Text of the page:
Polluting WTE plant being expanded instead of shifted

- September 2, 2022
| By : Ahona Sengupta |

For Sukhdev Vihar and Haji Colony, especially for residents of buildings closely overlooking the waste-to-energy plant, the day often breaks with a horrible smell, and then comes the smoke under a grey sky

A waste-to-energy plant in Okhla.

Residents at Sukhdev Vihar in South East Delhi are living in an environment contaminated with toxic fumes and foul smells that are the byproducts of the Okhla waste-to-energy (WTE) plant. At times, they spend sleepless nights due to the foul smell that makes its way through the windows and settles inside their homes, leaving residents helpless.
The DDA colonies of Sukhdev Vihar Pocket A and B are situated in close proximity to the Okhla WTE plant. Aggrieved residents have repeatedly been urging the authorities to call off the expansion and shift the Okhla plant to the landfill site at Tughlaqabad.
Currently, the plant is generating 23 megawatts (MW) of energy, but soon the proportion will change. The Delhi Lieutenant Governor VK Saxena recently gave his nod to the expansion of the Okhla WTE plant to generate 40 MW of power.
This runs contrary to the Union environment ministry’s specification that garbage consumption at the plant should be capped at 1,950 metric tonnes and the power generation at 23 MW and in fact, also issued an order against “any further expansion (beyond 23 MW power generation capacity) at the same site considering the proximity of Sukhdev Vihar residential colony”.

Slow poison
For Sukhdev Vihar and Haji Colony, especially for residents living in buildings closely overlooking the waste-to-energy plant, the day often breaks with a horrible smell and then comes the smoke with a grey sky. “Just this morning, I got a complaint from at least 10 people in my colony, who were visibly bothered about the foul smell and smoke coming inside their houses,” said Shukrullah Khan, the general secretary of the Residents’ Welfare Association (RWA) of pocket A. “You didn’t need an alarm here, just keep a window open and you will wake up hours before time because of the incinerator.”
Representatives of the RWAs of both the colonies recently held a public hearing where they reiterated their stand against the expansion of the Okhla waste-to-energy plant, emphasizing how toxic fumes emanating from the plant are leading to several health hazards among the people.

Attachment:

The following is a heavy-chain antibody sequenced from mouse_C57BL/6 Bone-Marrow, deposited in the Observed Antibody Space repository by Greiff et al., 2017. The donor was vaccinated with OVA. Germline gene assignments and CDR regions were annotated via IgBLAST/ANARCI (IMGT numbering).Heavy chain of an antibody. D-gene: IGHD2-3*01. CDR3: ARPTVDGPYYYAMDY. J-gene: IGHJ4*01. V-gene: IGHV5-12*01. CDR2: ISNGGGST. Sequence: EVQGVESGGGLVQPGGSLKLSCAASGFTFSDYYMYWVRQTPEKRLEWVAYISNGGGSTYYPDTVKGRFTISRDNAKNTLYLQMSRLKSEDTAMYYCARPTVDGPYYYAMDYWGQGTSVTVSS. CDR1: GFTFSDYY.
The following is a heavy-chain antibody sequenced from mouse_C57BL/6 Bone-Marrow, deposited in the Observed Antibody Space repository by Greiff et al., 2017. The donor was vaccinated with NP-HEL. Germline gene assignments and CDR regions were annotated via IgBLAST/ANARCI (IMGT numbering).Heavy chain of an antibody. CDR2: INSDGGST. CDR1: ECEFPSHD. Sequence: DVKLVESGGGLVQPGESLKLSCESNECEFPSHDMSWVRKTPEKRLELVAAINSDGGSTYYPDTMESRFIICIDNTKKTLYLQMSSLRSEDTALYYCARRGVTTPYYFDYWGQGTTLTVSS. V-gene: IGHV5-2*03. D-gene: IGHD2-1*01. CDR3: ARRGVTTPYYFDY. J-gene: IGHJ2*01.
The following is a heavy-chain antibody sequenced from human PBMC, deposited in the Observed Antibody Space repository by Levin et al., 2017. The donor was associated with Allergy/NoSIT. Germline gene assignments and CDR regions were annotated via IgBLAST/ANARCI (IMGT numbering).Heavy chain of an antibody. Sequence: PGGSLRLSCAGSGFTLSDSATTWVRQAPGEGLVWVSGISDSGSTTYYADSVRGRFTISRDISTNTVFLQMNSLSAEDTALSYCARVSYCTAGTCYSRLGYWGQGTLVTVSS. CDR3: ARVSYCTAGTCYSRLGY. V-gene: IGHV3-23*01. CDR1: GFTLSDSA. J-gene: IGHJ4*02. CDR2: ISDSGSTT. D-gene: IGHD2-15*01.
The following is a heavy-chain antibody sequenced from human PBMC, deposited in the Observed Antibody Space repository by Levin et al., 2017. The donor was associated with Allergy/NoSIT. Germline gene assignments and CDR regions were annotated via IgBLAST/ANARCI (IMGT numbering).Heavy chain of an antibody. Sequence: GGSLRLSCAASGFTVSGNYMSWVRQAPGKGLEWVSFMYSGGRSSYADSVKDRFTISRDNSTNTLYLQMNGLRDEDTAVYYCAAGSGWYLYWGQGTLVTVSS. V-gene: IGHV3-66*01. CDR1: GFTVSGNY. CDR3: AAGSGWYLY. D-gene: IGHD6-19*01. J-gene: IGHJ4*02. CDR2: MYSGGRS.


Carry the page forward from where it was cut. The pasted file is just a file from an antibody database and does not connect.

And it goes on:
“It is a matter of concern for us residents and is also pending before the Supreme Court. These toxic gases are like slow poison to us. There are many who have been facing health hazards due to this,” Khan said.
“We have written to the Delhi Pollution Control Committee (DPCC) pointing out the factors because of which they have been opposing the plan for expansion of the WTE plant,” the former Airports Authority of India official said.
In the letter, the RWA mentioned that the DPCC had found the plant emitting excess dioxins, furans and Hydrochloric acid (HCL), for which it imposed a fine of Rs 5 lakh. “This is not the first instance where the plant has been fined for causing pollution that is clearly injurious to the health of lakhs of people living nearby,” the RWA said.
“Proceeding with the expansion of the plant despite the case being pending in the apex court may also amount to contempt,” the letter said.
“Every two-three months, at least one death due to Cancer or respiratory trouble is reported from within our societies,” said UK Bharadwaj, the general secretary of Pocket B.Polluting WTE plant being expanded instead of shifted

Just 150 metres from the colony
“Our residential area comes under green field region. You cannot construct even a 5-star hotel within 200 metres, but here we have a waste plant within 150 metres of the colony. When residents complained against the Badarpur boiler, they shut it. We are complaining for so many years, yet in vain. Our grievance is not being paid heed to and now we learn that the plant will be expanded,” Khan said.